The “Hot Shot” : A Layman’s Approach to Myocardial Protection

A Salient Point from a Perfusionist:

“I will give one good example of how a warm/hot shot worked for us. We finished up a normal 4 banger and before doing the proximals with the cross clamp on we routinely give a short hot shot, actually its room temperature shot, but I digress. The clamp was removed, calcium given….nothing.

The patient started to fibrillate and we shocked several times, gave Xylocaine, shocked some more, still fibrillation continues. I suggested to rearrest the heart with warm cardioplegia, this time at 37 degrees. We gave plegia at 1000 cc’s then washed it out with just blood for 200 cc’s and popped the clamp. The heart started to beat in NSR. We have done that on two other patients and had the same result. I am a believer in the hot shot.”


Let’s Give A “Hot Shot”

Ah yes.  The rare but not unanticipated request for a “Hot Shot” came up on the final leg of an aortic root replacement.

So depending on your cardioplegia circuit, and the point in surgery, a few quick but easy steps and decisions need to happen.

The first question that needs to be answered

Is what the the composition of the cardioplegia is-  in relationship to the operation.  Are you on the front end of an MI and need to give a quick retrograde dose to mitigate the damage from acute ischemia? 

Or is it toward the end of a long case- and the intent is to wash out metabolites from intermittent pelgia dosing?

In other words- is it straight blood- or a K+ depleted, nutrient enriched- 4:1 mix?

The second question that needs to be answered

How are you going to get it warm and deliver it?

Do you have a separate heater cooler for your cardioplegia circuit- and if not- what is your plan?

Tepid Retrograde Blood Cardiplegia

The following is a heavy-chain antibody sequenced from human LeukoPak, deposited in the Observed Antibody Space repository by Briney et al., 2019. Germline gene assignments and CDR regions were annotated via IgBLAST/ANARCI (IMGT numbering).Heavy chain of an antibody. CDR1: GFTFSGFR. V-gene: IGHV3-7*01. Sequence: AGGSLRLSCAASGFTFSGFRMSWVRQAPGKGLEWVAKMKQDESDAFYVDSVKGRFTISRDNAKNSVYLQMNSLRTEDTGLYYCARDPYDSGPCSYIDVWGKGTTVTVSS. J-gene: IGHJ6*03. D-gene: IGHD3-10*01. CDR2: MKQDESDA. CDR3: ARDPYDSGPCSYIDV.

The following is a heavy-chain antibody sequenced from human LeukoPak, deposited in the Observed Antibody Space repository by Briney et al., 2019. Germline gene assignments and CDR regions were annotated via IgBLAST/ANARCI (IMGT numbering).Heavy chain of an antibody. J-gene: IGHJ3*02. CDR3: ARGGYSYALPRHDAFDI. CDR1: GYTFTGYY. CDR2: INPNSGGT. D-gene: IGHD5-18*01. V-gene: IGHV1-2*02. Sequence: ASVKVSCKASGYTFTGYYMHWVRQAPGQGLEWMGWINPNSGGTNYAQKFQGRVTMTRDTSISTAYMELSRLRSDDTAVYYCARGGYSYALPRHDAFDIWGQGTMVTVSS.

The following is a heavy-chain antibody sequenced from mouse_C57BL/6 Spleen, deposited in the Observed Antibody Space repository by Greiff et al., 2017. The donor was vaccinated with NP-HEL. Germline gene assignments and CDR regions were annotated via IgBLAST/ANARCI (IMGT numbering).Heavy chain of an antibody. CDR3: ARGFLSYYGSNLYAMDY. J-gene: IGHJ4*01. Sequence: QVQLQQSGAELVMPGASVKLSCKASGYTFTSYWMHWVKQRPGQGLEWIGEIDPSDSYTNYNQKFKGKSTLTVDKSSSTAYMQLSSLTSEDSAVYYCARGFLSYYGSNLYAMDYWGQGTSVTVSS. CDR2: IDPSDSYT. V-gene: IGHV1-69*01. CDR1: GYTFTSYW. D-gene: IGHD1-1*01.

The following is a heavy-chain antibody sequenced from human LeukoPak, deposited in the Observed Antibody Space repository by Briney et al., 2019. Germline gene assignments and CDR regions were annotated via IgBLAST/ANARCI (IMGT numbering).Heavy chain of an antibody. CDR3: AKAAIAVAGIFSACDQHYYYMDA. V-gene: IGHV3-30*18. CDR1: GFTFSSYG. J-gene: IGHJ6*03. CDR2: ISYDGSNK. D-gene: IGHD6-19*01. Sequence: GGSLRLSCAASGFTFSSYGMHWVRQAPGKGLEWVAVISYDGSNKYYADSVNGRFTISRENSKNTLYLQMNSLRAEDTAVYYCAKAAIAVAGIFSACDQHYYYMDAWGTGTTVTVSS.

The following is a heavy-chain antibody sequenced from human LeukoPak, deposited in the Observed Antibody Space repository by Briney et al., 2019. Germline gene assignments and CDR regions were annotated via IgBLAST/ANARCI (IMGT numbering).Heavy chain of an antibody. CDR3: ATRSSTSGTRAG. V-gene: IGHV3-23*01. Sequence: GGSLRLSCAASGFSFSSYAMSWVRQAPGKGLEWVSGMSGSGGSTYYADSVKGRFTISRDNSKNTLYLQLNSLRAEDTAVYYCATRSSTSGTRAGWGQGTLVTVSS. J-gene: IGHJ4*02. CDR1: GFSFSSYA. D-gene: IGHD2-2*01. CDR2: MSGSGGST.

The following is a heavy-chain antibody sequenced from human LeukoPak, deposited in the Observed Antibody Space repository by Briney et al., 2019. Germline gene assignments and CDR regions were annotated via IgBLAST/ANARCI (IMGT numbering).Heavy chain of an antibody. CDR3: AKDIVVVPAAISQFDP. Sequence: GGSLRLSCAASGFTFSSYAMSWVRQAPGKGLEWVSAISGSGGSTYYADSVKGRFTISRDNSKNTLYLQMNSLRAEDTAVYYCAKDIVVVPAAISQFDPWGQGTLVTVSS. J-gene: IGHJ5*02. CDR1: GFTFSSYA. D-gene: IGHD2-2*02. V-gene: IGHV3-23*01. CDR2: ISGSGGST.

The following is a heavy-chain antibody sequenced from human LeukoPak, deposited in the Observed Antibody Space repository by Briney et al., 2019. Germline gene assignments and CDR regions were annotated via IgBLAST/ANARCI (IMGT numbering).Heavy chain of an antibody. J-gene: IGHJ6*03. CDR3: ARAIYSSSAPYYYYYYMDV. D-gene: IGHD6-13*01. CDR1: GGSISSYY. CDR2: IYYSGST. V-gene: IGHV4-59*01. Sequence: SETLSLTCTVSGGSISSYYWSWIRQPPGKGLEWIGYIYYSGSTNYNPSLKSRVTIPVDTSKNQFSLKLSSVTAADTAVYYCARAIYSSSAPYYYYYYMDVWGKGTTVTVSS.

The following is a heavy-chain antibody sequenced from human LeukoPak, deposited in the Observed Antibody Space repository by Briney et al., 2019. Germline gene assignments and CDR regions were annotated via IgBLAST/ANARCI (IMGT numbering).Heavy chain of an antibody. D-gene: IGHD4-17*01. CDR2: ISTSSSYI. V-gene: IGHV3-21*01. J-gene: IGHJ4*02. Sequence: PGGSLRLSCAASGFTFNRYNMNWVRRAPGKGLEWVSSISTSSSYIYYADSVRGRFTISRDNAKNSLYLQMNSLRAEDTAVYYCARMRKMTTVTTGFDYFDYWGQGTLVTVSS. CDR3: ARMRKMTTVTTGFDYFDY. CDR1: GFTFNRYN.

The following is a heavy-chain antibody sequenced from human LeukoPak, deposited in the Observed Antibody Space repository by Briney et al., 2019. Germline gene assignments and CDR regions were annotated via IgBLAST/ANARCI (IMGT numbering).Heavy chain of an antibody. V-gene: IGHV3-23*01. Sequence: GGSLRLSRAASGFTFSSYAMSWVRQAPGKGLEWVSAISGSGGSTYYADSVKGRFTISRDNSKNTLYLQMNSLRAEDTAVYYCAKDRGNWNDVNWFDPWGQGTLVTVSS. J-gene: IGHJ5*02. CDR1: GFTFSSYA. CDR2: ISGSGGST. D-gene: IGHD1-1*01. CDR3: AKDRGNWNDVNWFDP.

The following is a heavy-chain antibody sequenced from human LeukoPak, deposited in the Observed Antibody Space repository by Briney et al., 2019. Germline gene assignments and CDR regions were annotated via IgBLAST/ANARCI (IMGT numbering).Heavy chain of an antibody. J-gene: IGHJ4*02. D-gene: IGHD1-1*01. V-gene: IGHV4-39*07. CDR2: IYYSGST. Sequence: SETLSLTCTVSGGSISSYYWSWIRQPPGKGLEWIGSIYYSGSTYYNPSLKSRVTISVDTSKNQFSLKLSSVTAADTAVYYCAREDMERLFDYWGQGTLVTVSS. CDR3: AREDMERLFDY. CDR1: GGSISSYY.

Anyway, that’s what I was going to deliver, and no- I have a simple circuit (due to out national K+ shortage) requiring me to switch away from the very versatile MPS system (Quest), to a very reliable coiled system (MP4- Terumo).

So here are the steps:

Clamp out your cardioplegia source…


Remove your 4:1 plegia line from the roller-head…


Remove your Plegia coil from your ice bucket- or cooling source


Set your cardioplegia to recirculate- and slowly warm to patient blood temp …


Start delivery when warm- or at least Tepid…

Editor’s Note:

I know this isn’t exactly rocket science- and it is not intended to be anything more than what it is.

A simple method for a simple fix.  A Hot Shot before the X-Clamp comes off.

I don’t think that this will lead to an invitation to speak at a meeting LOL.  🙂

Some Academics:

Click image above to view source article…


Intermittent antegrade cold blood cardioplegia is the predominant method of myocardial protection, but recent studies suggest that warm or tepid blood cardioplegia may improve the return of myocardial metabolic and contractile function. Data were collected prospectively on 1,533 patients undergoing cardiopulmonary bypass in a single surgeon’s practice.

The use of intermittent antegrade cold (4°C) blood cardioplegia in 951 consecutive patients from September 1994 to November 1997 was compared with intermittent antegrade tepid (28°C) blood cardioplegia in582 consecutive patients from July 1998 to July 2000.

The two groups were similar, but the symptom class was more severe andthere were more redo and combined procedures and more operations within 7 days of myocardial infarction in the tepid group. Significant clinical benefits identified in the tepid group included reduced usage of intraaortic balloon pumping postoperatively (4.4% versus2.2%) and reduced incidence of postoperative atrial fibrillation(25.7% versus 20.6%).

There was no significant difference in mortality, perioperative myocardial infarction, cerebrovascular events, or use of inotropics between the groups. Intermittent tepid blood cardioplegia is clinically appropriate and safe to use in patients undergoing cardiac surgery.